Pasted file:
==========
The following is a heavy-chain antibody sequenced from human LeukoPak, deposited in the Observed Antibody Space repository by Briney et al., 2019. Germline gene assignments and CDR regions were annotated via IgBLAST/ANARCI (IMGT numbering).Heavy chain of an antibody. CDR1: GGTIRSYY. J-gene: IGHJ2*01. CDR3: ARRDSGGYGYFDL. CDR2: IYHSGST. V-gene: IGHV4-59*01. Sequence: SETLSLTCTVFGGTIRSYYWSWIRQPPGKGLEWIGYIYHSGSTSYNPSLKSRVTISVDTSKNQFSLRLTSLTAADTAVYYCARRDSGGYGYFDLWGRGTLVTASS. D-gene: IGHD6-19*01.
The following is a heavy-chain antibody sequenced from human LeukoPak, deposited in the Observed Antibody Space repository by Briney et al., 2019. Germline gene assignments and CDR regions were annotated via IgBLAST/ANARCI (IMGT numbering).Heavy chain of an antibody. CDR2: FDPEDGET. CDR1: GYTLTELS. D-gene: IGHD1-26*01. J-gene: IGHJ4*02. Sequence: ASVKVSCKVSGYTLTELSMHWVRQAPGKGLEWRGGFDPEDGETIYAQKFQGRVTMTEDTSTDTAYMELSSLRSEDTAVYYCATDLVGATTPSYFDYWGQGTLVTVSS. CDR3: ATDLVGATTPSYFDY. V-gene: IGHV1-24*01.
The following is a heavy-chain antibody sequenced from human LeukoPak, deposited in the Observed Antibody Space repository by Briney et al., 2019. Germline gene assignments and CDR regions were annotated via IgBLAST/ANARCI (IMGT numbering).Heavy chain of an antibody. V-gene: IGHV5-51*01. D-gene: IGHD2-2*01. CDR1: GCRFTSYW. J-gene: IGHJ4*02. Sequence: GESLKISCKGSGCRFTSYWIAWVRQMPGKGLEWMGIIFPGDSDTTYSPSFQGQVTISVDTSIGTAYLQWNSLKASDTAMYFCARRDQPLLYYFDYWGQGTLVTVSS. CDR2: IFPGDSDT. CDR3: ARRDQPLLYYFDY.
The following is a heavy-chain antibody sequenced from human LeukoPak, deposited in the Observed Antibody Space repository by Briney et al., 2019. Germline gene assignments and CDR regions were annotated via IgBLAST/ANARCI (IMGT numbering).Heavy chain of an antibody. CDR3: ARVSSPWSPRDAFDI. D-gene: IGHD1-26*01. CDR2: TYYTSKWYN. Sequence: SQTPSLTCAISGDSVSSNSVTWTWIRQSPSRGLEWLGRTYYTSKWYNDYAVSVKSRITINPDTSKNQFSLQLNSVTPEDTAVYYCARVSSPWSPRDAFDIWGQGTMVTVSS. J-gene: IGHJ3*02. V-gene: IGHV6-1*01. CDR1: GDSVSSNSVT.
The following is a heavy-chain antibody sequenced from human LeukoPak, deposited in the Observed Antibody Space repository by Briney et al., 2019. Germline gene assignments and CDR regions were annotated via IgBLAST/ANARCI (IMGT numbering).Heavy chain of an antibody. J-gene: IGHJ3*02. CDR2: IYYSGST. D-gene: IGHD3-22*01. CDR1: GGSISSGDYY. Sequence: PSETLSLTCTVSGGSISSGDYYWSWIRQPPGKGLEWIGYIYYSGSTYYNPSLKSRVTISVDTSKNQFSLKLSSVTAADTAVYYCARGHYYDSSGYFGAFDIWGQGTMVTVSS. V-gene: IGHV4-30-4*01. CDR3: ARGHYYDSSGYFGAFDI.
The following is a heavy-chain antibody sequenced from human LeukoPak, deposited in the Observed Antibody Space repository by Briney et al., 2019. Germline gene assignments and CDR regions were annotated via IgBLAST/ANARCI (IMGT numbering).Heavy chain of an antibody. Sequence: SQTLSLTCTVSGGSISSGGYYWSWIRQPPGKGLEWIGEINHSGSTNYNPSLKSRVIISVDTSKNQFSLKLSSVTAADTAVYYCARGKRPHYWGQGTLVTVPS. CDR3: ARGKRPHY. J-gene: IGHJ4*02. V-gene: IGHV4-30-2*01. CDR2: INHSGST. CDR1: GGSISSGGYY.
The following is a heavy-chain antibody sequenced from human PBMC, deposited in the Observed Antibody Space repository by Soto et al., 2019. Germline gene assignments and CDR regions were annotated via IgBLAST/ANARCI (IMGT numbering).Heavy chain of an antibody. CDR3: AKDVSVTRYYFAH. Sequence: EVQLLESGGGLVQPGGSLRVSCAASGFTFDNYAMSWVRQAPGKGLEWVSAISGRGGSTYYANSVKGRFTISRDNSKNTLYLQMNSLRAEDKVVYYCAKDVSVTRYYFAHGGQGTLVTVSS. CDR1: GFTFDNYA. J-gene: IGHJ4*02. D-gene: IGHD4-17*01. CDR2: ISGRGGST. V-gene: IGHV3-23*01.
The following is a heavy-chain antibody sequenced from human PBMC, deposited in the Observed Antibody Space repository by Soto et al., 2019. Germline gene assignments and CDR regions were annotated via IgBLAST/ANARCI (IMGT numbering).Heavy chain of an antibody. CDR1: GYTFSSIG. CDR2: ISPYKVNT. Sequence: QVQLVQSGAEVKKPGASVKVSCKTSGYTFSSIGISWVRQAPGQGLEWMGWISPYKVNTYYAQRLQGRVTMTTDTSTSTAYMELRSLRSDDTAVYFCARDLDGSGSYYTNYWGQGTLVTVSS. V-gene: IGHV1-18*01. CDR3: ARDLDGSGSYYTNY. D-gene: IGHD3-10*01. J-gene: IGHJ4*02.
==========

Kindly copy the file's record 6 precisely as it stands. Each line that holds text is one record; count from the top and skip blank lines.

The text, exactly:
The following is a heavy-chain antibody sequenced from human LeukoPak, deposited in the Observed Antibody Space repository by Briney et al., 2019. Germline gene assignments and CDR regions were annotated via IgBLAST/ANARCI (IMGT numbering).Heavy chain of an antibody. Sequence: SQTLSLTCTVSGGSISSGGYYWSWIRQPPGKGLEWIGEINHSGSTNYNPSLKSRVIISVDTSKNQFSLKLSSVTAADTAVYYCARGKRPHYWGQGTLVTVPS. CDR3: ARGKRPHY. J-gene: IGHJ4*02. V-gene: IGHV4-30-2*01. CDR2: INHSGST. CDR1: GGSISSGGYY.